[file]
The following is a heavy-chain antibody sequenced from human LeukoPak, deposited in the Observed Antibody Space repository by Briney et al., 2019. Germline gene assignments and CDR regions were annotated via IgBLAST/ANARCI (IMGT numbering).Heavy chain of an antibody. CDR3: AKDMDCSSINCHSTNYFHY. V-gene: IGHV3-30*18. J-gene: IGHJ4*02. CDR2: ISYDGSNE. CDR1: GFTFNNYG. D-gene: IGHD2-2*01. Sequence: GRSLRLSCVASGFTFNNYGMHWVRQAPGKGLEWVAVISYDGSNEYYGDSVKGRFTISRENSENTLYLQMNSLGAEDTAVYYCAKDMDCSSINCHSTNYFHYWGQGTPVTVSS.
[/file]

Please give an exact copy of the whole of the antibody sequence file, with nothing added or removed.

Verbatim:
The following is a heavy-chain antibody sequenced from human LeukoPak, deposited in the Observed Antibody Space repository by Briney et al., 2019. Germline gene assignments and CDR regions were annotated via IgBLAST/ANARCI (IMGT numbering).Heavy chain of an antibody. CDR3: AKDMDCSSINCHSTNYFHY. V-gene: IGHV3-30*18. J-gene: IGHJ4*02. CDR2: ISYDGSNE. CDR1: GFTFNNYG. D-gene: IGHD2-2*01. Sequence: GRSLRLSCVASGFTFNNYGMHWVRQAPGKGLEWVAVISYDGSNEYYGDSVKGRFTISRENSENTLYLQMNSLGAEDTAVYYCAKDMDCSSINCHSTNYFHYWGQGTPVTVSS.